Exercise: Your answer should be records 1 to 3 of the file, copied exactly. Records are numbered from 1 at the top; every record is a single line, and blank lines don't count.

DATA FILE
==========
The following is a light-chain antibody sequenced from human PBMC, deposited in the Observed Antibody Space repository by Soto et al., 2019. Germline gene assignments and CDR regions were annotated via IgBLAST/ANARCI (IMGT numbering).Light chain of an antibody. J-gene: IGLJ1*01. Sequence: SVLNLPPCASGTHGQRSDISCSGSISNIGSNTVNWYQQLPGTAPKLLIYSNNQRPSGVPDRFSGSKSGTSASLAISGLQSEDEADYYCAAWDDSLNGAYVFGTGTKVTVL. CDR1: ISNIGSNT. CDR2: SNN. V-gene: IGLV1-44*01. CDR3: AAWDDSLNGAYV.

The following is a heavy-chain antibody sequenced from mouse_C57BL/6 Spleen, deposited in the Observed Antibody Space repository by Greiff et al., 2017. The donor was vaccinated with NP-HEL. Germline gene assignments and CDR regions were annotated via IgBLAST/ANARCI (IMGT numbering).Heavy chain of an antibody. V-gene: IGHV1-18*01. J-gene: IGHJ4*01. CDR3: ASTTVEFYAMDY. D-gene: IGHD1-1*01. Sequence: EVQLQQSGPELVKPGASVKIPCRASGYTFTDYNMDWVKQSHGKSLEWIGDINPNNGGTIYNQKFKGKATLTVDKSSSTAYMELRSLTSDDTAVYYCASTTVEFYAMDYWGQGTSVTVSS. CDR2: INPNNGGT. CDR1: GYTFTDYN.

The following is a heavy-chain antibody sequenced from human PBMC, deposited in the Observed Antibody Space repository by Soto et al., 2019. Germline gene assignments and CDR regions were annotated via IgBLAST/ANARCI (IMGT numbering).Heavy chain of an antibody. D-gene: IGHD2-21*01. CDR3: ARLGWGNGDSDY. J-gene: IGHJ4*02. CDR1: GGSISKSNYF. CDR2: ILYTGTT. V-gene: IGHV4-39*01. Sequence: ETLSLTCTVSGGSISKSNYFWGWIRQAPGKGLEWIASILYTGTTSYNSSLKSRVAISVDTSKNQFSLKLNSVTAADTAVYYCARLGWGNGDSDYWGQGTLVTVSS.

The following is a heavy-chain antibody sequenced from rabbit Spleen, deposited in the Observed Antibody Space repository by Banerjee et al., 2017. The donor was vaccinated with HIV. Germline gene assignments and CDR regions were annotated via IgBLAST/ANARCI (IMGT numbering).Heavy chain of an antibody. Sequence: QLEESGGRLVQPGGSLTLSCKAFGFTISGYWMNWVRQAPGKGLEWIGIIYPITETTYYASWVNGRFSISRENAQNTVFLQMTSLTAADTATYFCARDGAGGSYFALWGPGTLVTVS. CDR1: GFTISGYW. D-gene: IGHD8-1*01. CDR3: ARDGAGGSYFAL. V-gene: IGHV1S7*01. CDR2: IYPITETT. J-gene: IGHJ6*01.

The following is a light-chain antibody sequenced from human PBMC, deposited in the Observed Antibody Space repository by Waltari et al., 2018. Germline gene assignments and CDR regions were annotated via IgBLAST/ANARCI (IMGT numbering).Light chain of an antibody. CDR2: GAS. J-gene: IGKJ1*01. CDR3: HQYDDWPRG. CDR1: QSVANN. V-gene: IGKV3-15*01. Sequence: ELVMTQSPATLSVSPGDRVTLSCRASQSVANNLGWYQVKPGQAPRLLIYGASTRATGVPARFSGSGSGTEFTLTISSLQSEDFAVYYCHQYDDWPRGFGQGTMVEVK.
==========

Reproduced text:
The following is a light-chain antibody sequenced from human PBMC, deposited in the Observed Antibody Space repository by Soto et al., 2019. Germline gene assignments and CDR regions were annotated via IgBLAST/ANARCI (IMGT numbering).Light chain of an antibody. J-gene: IGLJ1*01. Sequence: SVLNLPPCASGTHGQRSDISCSGSISNIGSNTVNWYQQLPGTAPKLLIYSNNQRPSGVPDRFSGSKSGTSASLAISGLQSEDEADYYCAAWDDSLNGAYVFGTGTKVTVL. CDR1: ISNIGSNT. CDR2: SNN. V-gene: IGLV1-44*01. CDR3: AAWDDSLNGAYV.

The following is a heavy-chain antibody sequenced from mouse_C57BL/6 Spleen, deposited in the Observed Antibody Space repository by Greiff et al., 2017. The donor was vaccinated with NP-HEL. Germline gene assignments and CDR regions were annotated via IgBLAST/ANARCI (IMGT numbering).Heavy chain of an antibody. V-gene: IGHV1-18*01. J-gene: IGHJ4*01. CDR3: ASTTVEFYAMDY. D-gene: IGHD1-1*01. Sequence: EVQLQQSGPELVKPGASVKIPCRASGYTFTDYNMDWVKQSHGKSLEWIGDINPNNGGTIYNQKFKGKATLTVDKSSSTAYMELRSLTSDDTAVYYCASTTVEFYAMDYWGQGTSVTVSS. CDR2: INPNNGGT. CDR1: GYTFTDYN.

The following is a heavy-chain antibody sequenced from human PBMC, deposited in the Observed Antibody Space repository by Soto et al., 2019. Germline gene assignments and CDR regions were annotated via IgBLAST/ANARCI (IMGT numbering).Heavy chain of an antibody. D-gene: IGHD2-21*01. CDR3: ARLGWGNGDSDY. J-gene: IGHJ4*02. CDR1: GGSISKSNYF. CDR2: ILYTGTT. V-gene: IGHV4-39*01. Sequence: ETLSLTCTVSGGSISKSNYFWGWIRQAPGKGLEWIASILYTGTTSYNSSLKSRVAISVDTSKNQFSLKLNSVTAADTAVYYCARLGWGNGDSDYWGQGTLVTVSS.